...While it cannot be said that legislative silence is necessarily determinative of legislative intention, in this case the silence is Parliament's answer to the consistent urging of Telus and other affected businesses and organizations that there be express language in the legislation to ensure that businesses can be reimbursed for the reasonable costs of complying with evidence-gathering orders. I see the legislative history as reflecting Parliament's intention that compensation not be paid for compliance with production orders.
...In the absence of a specific provision permitting the recovery of costs in the production order scheme, therefore, and in light of the legislative history, the ex parte procedural mechanisms set out in the legislation, and the principle that compensation is not ordinarily recoverable in criminal matters (Foster, at para. 56), I agree with Vaillancourt J. that s. 487.012(4) and (5) cannot be interpreted so broadly as to permit a judge to order compensation for compliance with production orders.
I accept Telus' concern that because of the nature of its business, it will necessarily be the object of repeated production orders but, as an American court observed in connection with banks, another entity from whom requests for information are routinely sought, such requests are neither unanticipated nor aberrational:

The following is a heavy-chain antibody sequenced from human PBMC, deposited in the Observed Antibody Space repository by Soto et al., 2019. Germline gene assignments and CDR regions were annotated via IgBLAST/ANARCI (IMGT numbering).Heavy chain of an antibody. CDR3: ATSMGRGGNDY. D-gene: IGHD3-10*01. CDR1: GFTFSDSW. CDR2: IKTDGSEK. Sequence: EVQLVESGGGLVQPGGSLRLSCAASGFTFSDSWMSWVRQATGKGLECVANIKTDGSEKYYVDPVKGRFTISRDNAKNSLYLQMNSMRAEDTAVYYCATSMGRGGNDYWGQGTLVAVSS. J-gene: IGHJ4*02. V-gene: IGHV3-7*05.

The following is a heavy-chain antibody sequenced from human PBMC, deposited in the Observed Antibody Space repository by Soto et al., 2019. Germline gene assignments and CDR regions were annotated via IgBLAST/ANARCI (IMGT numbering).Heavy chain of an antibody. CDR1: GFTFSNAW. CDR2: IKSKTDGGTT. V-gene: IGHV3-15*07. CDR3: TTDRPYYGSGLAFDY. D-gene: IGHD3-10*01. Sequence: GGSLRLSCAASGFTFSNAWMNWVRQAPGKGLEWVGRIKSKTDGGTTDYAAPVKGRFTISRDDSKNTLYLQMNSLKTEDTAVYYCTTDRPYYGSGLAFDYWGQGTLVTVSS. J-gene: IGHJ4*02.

Any further expenses incurred in connection with this investigation and examination of these records, such as the salary of employees that may be necessarily assigned to this project, are expenses to be borne by the bank. . . . They are reasonably incident to the bank's normal operations, and they are reasonable expenses that the bank can be and should be prepared to sustain when it opens and operates as a bank, knowing full well that some of its depositors will from time to time get investigated by the Internal Revenue Service.
(U.S. v. Jones, 351 F. Supp. 132 (M.D. Ala. 1972 ), per Johnson C.J., at p. 134)
The object of an unreasonable production order
is not without remedy. It lies in an application for an exemption pursuant to
In essence, the financial consequences must be so burdensome that it would be unreasonable in the circumstances to expect compliance. This, I readily acknowledge, is a somewhat tautological explanation, but I see no purpose in offering alternative definitions for a term so well known and understood as having a fact-specific compass. What is reasonable will be informed by a variety of factors, including the breadth of the order being sought, the size and economic viability of the object of the order, and the extent of the order's financial impact on the party from whom production is sought. Where the party is a repeated target of production orders, the cumulative impact of multiple orders may also be relevant."